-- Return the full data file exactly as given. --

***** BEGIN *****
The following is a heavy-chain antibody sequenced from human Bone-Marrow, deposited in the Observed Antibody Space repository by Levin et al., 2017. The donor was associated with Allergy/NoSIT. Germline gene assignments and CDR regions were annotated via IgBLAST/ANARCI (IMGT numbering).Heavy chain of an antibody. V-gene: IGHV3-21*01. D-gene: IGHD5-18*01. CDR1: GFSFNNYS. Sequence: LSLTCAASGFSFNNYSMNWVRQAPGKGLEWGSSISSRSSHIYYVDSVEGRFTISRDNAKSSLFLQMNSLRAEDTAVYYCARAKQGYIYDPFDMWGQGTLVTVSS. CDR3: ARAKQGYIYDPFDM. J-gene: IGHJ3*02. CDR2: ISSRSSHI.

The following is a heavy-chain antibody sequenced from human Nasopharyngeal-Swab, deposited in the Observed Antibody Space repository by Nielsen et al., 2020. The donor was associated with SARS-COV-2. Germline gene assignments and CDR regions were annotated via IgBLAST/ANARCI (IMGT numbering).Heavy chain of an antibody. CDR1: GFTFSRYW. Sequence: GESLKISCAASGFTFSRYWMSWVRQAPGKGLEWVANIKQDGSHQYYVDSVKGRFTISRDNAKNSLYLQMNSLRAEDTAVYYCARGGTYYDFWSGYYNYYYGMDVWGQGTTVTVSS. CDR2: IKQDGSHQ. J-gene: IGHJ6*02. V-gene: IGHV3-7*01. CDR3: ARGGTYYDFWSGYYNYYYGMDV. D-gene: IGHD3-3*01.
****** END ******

The following is a heavy-chain antibody sequenced from human Bone-Marrow, deposited in the Observed Antibody Space repository by Levin et al., 2017. The donor was associated with Allergy/NoSIT. Germline gene assignments and CDR regions were annotated via IgBLAST/ANARCI (IMGT numbering).Heavy chain of an antibody. V-gene: IGHV3-21*01. D-gene: IGHD5-18*01. CDR1: GFSFNNYS. Sequence: LSLTCAASGFSFNNYSMNWVRQAPGKGLEWGSSISSRSSHIYYVDSVEGRFTISRDNAKSSLFLQMNSLRAEDTAVYYCARAKQGYIYDPFDMWGQGTLVTVSS. CDR3: ARAKQGYIYDPFDM. J-gene: IGHJ3*02. CDR2: ISSRSSHI.

The following is a heavy-chain antibody sequenced from human Nasopharyngeal-Swab, deposited in the Observed Antibody Space repository by Nielsen et al., 2020. The donor was associated with SARS-COV-2. Germline gene assignments and CDR regions were annotated via IgBLAST/ANARCI (IMGT numbering).Heavy chain of an antibody. CDR1: GFTFSRYW. Sequence: GESLKISCAASGFTFSRYWMSWVRQAPGKGLEWVANIKQDGSHQYYVDSVKGRFTISRDNAKNSLYLQMNSLRAEDTAVYYCARGGTYYDFWSGYYNYYYGMDVWGQGTTVTVSS. CDR2: IKQDGSHQ. J-gene: IGHJ6*02. V-gene: IGHV3-7*01. CDR3: ARGGTYYDFWSGYYNYYYGMDV. D-gene: IGHD3-3*01.